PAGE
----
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3 Major Gynecological Cancers

From the Show: Staying Well
Summary: Most gynecological cancers are hard to diagnose because of their vague symptoms.
Air Date: 4/7/14
Duration: 10
Host: Melanie Cole, MS
Guest Bio: Kevin Holcomb, MD
Kevin M. Holcomb Dr. Kevin Holcomb is Director of the Division of Gynecologic Oncology at New York-Presbyterian Hospital as well as an Associate Professor of Clinical Obstetrics and Gynecology at the Weill Medical College of Cornell University.

He received his BA from Cornell University and attended New York Medical College in Valhalla, NY. Following an internship and residency in Obstetrics and Gynecology at the New York Hospital-Cornell Medical Center, Dr. Holcomb completed a fellowship in Gynecologic Oncology at the State University of New York Health Science Center at Brooklyn.

He has a strong clinical interest in the role of minimally invasive surgery in gynecologic oncology and serves as the Director of Minimally Invasive Surgery for the Department of Obstetrics and Gynecology at Cornell.

Dr. Holcomb has contributed to the literature regarding the treatment of locally advanced cervical cancer and pre-invasive cervical lesions in HIV-positive women and the surgical management of endometrial cancer.

His dedication to medical education was recognized with the National Faculty Award by the Council of Residency Education in Obstetrics and Gynecology in 2002 and 2004.

He is a full member of the Society of Gynecologic Oncologists and a Fellow of the American Board of Obstetrics and Gynecology. Dr. Holcomb has been recognized annually by Castle Connolly Ltd. and New York Magazine as a top doctor in the New York metropolitan area since 2010.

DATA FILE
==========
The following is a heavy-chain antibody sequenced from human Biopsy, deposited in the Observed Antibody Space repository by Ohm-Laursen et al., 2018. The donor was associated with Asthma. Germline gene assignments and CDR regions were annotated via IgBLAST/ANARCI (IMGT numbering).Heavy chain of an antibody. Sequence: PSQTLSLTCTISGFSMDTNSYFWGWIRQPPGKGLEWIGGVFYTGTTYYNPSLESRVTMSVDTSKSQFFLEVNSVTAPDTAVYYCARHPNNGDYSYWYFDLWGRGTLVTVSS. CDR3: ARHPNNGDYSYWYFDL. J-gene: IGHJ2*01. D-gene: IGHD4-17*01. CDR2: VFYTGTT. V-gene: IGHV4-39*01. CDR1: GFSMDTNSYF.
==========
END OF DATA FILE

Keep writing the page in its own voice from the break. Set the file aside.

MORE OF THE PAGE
3 Major Gynecological Cancers
You've been debating on whether or not a women's health exam is needed. You haven't been going annually like suggested and can't remember the last time you got yourself checked out.

Do you know the importance of getting these exams?

By routinely getting these exams, you are reducing your risk of gynecological cancers. In the U.S., endometrium cancer (uterine) is the most common cancer of the female reproductive organs. In fact, according to the American Cancer Society, about 52,630 new cases of cancer of the uterus will be diagnosed in 2014. About 8,590 women will die from cancers of the uterine body.

Another major gynecological cancer is ovarian cancer, which accounts for three percent of cancers among women but causes more deaths than any other cancer of the reproductive system.

Cervical cancer forms in the tissues of the cervix (the organ connecting the uterus to the vagina). This usually is a slow growing cancer that may not have any symptoms, but can be found with regular Pap tests.

Why should you schedule your women's health exam every year?

Director of the Division of Gynecologic Oncology at New York-Presbyterian Hospital, as well as an Associate Professor of Clinical Obstetrics and Gynecology at the Weill Medical College of Cornell University, Dr. Kevin Holcomb, discusses why gynecological exams are important for catching the three major gynecological cancers.